Driving after dark includes many risks, which are exacerbated now that daylight saving time has ended. Falling back to an hour less of daylight in the afternoons requires additional care on the Florida roads. The dangers increase during weekends, with Saturday nights proving to be the peak time for car accidents.
Darkness compromises depth perception, peripheral vision, and color recognition. Moreover, drivers can suffer temporary blindness caused by the glare of the lights of oncoming vehicles. Visibility in the dark is limited, even with headlights on high beam, jeopardizing reaction time to unexpected hazards.
Some of the things that increase the risks of road accidents at night are:
- Compromised night vision: Night vision or the ability to see in low-light conditions deteriorates with age, and drivers over 50 see about half of what a 30-year-old can see, with those over 60 even more at risk.
- Medical conditions: The American Optometric Association says degenerative eye diseases and cataracts put older drivers at additional risk due to vision problems.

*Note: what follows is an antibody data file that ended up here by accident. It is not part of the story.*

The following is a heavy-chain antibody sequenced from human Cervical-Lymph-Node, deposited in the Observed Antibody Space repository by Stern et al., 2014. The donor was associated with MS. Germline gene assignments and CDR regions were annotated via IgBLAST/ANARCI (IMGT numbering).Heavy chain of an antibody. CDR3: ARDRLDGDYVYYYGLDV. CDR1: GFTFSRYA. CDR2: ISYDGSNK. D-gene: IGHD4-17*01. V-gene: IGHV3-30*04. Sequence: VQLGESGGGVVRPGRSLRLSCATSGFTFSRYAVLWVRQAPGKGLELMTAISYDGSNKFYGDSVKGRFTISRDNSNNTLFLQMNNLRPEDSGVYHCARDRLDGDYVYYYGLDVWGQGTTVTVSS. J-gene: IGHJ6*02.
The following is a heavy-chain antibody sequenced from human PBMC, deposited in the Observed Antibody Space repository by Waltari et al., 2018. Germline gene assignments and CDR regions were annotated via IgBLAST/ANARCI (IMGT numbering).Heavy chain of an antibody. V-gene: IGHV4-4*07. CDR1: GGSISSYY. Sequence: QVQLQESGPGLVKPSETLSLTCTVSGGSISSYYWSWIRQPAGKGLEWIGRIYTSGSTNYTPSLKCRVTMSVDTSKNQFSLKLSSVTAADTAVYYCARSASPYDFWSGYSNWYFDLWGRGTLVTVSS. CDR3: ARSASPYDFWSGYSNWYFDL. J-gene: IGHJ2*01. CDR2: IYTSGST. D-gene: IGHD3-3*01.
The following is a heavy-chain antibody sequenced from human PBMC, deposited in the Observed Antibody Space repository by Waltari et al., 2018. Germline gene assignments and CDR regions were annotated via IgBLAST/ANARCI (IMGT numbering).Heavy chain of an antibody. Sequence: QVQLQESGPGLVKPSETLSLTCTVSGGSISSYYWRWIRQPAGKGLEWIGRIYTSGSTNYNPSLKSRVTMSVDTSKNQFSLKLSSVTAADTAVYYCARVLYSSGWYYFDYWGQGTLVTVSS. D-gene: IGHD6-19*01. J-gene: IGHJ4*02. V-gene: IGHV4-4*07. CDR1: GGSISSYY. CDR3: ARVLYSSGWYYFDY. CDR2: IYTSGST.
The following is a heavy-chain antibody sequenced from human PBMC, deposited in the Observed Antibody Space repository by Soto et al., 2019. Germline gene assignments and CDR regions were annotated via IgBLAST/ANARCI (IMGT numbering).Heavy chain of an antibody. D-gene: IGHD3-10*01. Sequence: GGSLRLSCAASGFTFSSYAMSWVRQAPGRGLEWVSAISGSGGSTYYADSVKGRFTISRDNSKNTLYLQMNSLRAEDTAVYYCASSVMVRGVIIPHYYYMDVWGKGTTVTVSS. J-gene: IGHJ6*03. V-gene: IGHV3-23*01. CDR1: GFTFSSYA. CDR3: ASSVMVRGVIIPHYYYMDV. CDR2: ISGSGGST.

- Fatigue: According to the National Sleep Foundation, more than one million fatigued drivers nationwide have fallen asleep while driving.
- Drowsy driving: Reasons include lack of sufficient sleep, sleep disorders, shift work and long work hours.
- Impairment: Impairment by alcohol, drugs and some prescription of over-the-counter medication cause many car accidents, particularly on weekends from midnight to about 3 a.m.
Sadly, many drivers and passengers in vehicles on the busy Florida highways suffer the consequences of nighttime accidents caused by the negligence of others. When that happens, the financial and emotional repercussions could be severe. However, victims might have grounds for filing a personal injury lawsuit in pursuit of a judgment for monetary damages against the party or parties responsible for the accident.